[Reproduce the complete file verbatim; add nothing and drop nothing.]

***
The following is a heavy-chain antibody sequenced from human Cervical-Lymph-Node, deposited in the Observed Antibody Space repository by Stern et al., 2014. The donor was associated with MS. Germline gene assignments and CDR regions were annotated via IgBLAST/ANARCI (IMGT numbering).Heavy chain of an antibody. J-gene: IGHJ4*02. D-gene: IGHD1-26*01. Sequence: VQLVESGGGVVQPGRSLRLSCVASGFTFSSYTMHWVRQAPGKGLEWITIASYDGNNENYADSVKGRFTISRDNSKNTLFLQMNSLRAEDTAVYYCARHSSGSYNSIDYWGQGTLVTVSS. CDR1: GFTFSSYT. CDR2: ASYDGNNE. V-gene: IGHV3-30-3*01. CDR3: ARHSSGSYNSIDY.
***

The following is a heavy-chain antibody sequenced from human Cervical-Lymph-Node, deposited in the Observed Antibody Space repository by Stern et al., 2014. The donor was associated with MS. Germline gene assignments and CDR regions were annotated via IgBLAST/ANARCI (IMGT numbering).Heavy chain of an antibody. J-gene: IGHJ4*02. D-gene: IGHD1-26*01. Sequence: VQLVESGGGVVQPGRSLRLSCVASGFTFSSYTMHWVRQAPGKGLEWITIASYDGNNENYADSVKGRFTISRDNSKNTLFLQMNSLRAEDTAVYYCARHSSGSYNSIDYWGQGTLVTVSS. CDR1: GFTFSSYT. CDR2: ASYDGNNE. V-gene: IGHV3-30-3*01. CDR3: ARHSSGSYNSIDY.